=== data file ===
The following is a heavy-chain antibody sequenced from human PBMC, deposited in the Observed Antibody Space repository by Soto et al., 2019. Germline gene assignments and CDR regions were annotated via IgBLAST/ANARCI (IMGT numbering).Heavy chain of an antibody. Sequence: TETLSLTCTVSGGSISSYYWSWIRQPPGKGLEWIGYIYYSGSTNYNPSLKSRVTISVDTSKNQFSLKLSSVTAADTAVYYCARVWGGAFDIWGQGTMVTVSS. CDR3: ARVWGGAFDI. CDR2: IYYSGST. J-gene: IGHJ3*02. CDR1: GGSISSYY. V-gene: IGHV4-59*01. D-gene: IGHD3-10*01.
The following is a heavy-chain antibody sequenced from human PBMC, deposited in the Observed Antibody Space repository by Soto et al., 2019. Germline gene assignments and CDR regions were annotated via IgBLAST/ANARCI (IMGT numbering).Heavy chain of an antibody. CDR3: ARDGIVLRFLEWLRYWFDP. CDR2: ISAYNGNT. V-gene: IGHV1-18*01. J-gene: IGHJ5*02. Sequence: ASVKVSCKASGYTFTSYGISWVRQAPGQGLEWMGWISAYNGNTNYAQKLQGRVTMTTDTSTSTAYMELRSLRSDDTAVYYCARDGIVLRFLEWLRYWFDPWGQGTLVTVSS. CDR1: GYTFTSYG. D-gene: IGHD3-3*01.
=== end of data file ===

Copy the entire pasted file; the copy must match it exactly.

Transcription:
The following is a heavy-chain antibody sequenced from human PBMC, deposited in the Observed Antibody Space repository by Soto et al., 2019. Germline gene assignments and CDR regions were annotated via IgBLAST/ANARCI (IMGT numbering).Heavy chain of an antibody. Sequence: TETLSLTCTVSGGSISSYYWSWIRQPPGKGLEWIGYIYYSGSTNYNPSLKSRVTISVDTSKNQFSLKLSSVTAADTAVYYCARVWGGAFDIWGQGTMVTVSS. CDR3: ARVWGGAFDI. CDR2: IYYSGST. J-gene: IGHJ3*02. CDR1: GGSISSYY. V-gene: IGHV4-59*01. D-gene: IGHD3-10*01.
The following is a heavy-chain antibody sequenced from human PBMC, deposited in the Observed Antibody Space repository by Soto et al., 2019. Germline gene assignments and CDR regions were annotated via IgBLAST/ANARCI (IMGT numbering).Heavy chain of an antibody. CDR3: ARDGIVLRFLEWLRYWFDP. CDR2: ISAYNGNT. V-gene: IGHV1-18*01. J-gene: IGHJ5*02. Sequence: ASVKVSCKASGYTFTSYGISWVRQAPGQGLEWMGWISAYNGNTNYAQKLQGRVTMTTDTSTSTAYMELRSLRSDDTAVYYCARDGIVLRFLEWLRYWFDPWGQGTLVTVSS. CDR1: GYTFTSYG. D-gene: IGHD3-3*01.